Still a boy, Snow was apprenticed to William Hardcastle, a surgeon apothecary in Newcastle upon Tyne, at the age of fourteen. Four years later, the cholera epidemic of 1831 struck, and Snow found himself attending to the affected miners at Killingworth colliery. It was an experience he clearly took to heart, and his efforts to understand the disease would consume a large proportion of his professional life. However, his first specialism was as an anaesthetist. An early proponent of the use of ether and chloroform, from 1847, he published at least eighteen papers on the subject before 1851, and administered chloroform to Queen Victoria during the births of Prince Leopold (1853) and Princess Beatrice (1857).
Snow was one of the first members of the Epidemiological Society, founded in 1850. He had explored his theory that choler was a waterborne infection as early as 1849 in ‘On the Mode of Communication of Cholera’, however it wasn’t until he had obtained statistical evidence from the 1854 outbreak of cholera in Broad Street, London, that it gained traction. Using a list of deaths obtained from the General Register Office he mapped the location of each death, illustrating clearly that the majority of victims obtained their water from the Broad Street pump. In a dramatic, but necessary gesture, the handle of the pump was removed.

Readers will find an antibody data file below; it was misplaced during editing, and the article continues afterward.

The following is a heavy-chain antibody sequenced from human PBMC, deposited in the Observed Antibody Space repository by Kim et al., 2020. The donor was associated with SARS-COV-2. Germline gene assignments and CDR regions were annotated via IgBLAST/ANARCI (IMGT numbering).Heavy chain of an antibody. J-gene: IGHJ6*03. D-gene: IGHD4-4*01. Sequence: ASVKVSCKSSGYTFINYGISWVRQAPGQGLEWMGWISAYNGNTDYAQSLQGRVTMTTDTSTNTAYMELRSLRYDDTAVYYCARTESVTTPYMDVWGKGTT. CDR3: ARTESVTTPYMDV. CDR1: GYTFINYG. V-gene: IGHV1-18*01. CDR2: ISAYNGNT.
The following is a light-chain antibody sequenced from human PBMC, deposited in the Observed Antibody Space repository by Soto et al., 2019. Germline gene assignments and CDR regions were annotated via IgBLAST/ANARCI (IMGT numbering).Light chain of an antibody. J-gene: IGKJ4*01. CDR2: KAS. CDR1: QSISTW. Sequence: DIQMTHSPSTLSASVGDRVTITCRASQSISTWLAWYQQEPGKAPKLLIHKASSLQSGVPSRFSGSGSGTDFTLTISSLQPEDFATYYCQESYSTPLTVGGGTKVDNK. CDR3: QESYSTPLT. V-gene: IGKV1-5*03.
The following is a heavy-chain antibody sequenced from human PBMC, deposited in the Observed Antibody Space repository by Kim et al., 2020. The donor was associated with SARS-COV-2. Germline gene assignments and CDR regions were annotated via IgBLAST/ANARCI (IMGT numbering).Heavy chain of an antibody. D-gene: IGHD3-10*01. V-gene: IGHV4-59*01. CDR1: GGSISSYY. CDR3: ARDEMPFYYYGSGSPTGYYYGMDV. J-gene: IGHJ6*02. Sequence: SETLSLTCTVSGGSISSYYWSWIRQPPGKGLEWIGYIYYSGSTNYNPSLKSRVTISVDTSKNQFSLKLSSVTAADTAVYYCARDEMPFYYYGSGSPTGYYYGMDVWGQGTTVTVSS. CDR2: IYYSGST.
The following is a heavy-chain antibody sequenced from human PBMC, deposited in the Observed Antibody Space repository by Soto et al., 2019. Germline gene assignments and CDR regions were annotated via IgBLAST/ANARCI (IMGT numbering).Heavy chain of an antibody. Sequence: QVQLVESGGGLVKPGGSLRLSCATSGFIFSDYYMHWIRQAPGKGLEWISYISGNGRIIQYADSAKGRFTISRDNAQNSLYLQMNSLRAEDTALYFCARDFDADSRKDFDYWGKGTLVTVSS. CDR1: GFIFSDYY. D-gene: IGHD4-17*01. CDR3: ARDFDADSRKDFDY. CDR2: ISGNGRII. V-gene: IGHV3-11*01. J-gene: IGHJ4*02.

An abstemious personality as a young adult, Snow was a vegetarian, and a staunch member of several temperance societies. However, his health began to deteriorate during the mid-1840s, and so on the advice of well-wishing friends and colleagues he resumed the consumption of both meat and drink. Nevertheless, he died of a stroke, brought on by advance renal disease, in the summer of 1858.